Friday, November 28, 2014
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Revised Budget Endangers In-Home Care 

The large budget cuts threaten hundreds-of-thousands that depend on the program for survival.

By Biko N. Poindexter-Hodge
Sentinel Intern

This economy is going down hill! History is repeating itself. We are going to be finding ourselves in the predicaments as we did during The Great Depression and World War II, except now we are finding ourselves in a futuristic depression here in the 21st Century. People are losing jobs, losing their houses, their heath benefits, etc.

On May 14, Governor Schwarzenegger announced his proposed May Revised Budget for the 2010/11 fiscal years. He attempted to close a $19 billion dollar budget deficit; the Governor also proposed a staggering cut of $70 million from the State's In-Home Supportive Services (IHSS) program, which is more commonly known as In-Home Care. Unfortunately, these cuts will eliminate half of the program.

In 1973, the In-Home Care Program was created under Governor Regan, which was designed to ensure low-income seniors and people with disabilities to have quality care and a nice and safe home to live in. This program also allows the seniors to live at home and receive the care that they need and receive great financial benefits to California. Each year, the IHSS program services save taxpayers millions of dollars a year. The homecare costs on an average 4 to 5 times less than institutional care.

In-Home Care programs bring in billions of needed federal dollars through federal matching funds into the states economy. The Governor's proposed cuts occurred through federal matching funds into the states economy. The Governor's proposed cut through the program, which states it's going to protect much of the savings. We realized in homecare that we would be lost and approximately $1.4 billion in federal funding would be marked "return to sender" and sent back to Washington, DC.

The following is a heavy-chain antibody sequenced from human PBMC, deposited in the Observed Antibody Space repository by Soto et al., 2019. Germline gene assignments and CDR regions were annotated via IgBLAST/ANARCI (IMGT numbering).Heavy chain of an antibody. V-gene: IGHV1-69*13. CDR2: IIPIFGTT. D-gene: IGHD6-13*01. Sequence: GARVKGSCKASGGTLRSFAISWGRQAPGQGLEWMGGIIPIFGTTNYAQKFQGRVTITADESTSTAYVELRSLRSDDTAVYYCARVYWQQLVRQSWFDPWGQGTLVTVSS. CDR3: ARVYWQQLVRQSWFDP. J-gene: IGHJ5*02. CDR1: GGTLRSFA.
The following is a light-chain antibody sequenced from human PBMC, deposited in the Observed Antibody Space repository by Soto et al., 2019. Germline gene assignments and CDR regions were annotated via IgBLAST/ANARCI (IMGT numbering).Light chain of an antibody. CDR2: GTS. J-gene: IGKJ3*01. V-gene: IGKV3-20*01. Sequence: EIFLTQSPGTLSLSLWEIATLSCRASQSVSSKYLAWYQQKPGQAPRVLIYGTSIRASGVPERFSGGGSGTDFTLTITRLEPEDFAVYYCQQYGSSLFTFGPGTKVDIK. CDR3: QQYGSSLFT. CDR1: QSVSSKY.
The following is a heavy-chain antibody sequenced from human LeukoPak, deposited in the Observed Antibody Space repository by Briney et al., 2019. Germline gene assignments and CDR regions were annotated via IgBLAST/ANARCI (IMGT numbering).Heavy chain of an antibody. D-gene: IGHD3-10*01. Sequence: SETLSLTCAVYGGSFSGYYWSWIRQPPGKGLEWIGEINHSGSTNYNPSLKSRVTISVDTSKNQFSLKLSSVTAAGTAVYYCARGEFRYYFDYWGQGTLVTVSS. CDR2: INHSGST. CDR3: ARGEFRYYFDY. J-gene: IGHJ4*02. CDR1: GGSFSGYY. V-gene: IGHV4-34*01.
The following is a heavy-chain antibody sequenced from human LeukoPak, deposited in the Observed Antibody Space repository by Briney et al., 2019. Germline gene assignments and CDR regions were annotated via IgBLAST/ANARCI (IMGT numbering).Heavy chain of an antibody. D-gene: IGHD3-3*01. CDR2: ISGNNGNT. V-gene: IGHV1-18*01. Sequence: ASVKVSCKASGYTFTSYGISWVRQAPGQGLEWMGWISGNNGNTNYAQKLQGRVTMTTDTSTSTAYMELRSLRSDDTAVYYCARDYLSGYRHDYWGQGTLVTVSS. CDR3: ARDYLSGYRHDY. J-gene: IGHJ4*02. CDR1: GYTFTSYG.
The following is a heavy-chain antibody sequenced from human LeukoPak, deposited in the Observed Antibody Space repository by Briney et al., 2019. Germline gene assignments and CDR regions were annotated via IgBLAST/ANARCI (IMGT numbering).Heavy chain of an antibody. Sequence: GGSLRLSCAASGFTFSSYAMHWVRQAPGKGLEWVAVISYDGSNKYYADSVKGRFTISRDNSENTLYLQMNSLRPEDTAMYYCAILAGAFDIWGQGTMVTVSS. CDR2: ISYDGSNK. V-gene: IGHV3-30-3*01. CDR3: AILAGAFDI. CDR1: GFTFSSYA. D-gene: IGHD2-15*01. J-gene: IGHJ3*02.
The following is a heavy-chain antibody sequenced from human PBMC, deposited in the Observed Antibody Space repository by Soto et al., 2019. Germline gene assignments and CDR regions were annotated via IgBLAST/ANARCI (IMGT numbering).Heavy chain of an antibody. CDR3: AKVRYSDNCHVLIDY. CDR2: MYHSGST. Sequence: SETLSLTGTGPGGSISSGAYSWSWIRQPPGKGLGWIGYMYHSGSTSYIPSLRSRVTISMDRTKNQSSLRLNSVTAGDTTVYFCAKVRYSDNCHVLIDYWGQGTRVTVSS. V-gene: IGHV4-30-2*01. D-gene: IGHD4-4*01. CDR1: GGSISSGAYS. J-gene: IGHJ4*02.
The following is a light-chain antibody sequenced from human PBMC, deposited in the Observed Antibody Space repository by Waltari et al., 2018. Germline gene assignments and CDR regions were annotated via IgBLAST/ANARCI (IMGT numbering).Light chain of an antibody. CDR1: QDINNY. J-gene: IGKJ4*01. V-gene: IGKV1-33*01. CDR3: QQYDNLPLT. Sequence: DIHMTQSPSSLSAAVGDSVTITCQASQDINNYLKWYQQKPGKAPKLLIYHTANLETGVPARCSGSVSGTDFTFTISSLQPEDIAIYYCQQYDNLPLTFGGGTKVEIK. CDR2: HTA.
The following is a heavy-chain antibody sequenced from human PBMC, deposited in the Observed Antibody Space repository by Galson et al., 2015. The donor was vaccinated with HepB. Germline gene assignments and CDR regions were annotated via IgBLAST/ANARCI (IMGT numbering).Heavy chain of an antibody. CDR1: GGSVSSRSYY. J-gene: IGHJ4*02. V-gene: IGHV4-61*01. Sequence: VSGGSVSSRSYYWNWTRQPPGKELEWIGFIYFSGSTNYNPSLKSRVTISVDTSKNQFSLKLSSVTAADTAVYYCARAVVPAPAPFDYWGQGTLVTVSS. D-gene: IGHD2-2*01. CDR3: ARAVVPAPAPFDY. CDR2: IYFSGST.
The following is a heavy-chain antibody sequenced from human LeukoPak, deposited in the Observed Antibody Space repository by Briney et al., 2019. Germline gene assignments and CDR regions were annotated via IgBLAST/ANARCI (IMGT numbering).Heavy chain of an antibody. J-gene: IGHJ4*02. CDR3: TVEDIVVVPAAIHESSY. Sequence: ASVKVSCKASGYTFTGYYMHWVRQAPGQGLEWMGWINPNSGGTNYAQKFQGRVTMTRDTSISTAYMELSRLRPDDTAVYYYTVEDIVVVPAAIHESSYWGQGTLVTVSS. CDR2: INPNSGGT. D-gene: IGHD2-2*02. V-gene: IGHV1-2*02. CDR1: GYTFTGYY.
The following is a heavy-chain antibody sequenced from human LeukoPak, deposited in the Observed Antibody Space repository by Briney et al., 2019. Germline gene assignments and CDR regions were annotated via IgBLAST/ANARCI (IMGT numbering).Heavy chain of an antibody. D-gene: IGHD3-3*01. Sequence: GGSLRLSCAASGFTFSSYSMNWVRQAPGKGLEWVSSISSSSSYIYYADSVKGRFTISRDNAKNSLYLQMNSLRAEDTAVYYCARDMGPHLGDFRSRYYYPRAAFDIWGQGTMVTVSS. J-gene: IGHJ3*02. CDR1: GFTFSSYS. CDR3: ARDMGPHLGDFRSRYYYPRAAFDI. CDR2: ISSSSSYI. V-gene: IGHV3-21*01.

There are 465,000 low-income seniors and people with disabilities who rely on homecare, an estimated amount of 175,000 live in Los Angeles County who each year is cared by 133,000 county caregivers. Even though, the Los Angeles County has the largest number of care recipients, caregivers, and other California counties, the IHSS program cuts would impact the Los Angeles County the hardest.

The Los Angeles County fiscal for next year will have a $510 million deficit. This will cause them to make drastic cuts, which will only make matters worse. From a perspective of pure numbers, the Governor proposes cuts that will eliminate half of the In-Home Care program. Over 65,000 Los Angeles County In-Home Caregivers have lost their jobs and more than 85,000 local low-income seniors and people with disabilities lost all or part of their in-homecare services. The Los Angeles County's unemployment rate would skyrocket from 12.1% (May) to 13.5%. Therefore, tens of thousands of county caregivers lost their jobs. Thus, causing the county to face a dramatic and costly increase in the counties' hospitals and emergency rooms. As a result, seniors wouldn't have any place else to turn for care. Even more horrible news with the loss of these jobs in L.A. county, $50 million in state and local tax revenues would be lost. Also, an estimated 4,500 of non-homecare related jobs have lost dollars that were brought into the economy from caregiver spending.

The aspects of these cuts turns out that fragile life will be at risk. Therefore, the In-Home Supportive System Service program serves a low-income of seniors and people with disabilities. In order for you to qualify you must have less than $2,000 in personal property and a monthly income of $845 or less. The In-Home Care program will pay for rent, utilities, food and any other expenses. But in reality, there are only an estimated 20,000 nursing home beds available at any given time in California.

These cuts will have a big impact on people; conveyed through the stories of people who rely on this vital service. Los Angeles resident, Yolanda Neal, who cares for her elderly mother who suffers from Chronic Obstructive Pulmonary Disease (COPD), relies on Yolanda to assist her with breathing treatments, bathing, and meal preparations. In the words of Yolanda, "My mother believes that without the care I'm able to provide, she would have been dead years ago. I'm worried about the impact of cutting the In-Home Care program. Therefore, a 10.9 earthquake followed by a fire and then a tsunami is as similar as the death toll of our elderly and disabled."

 

Category: Local


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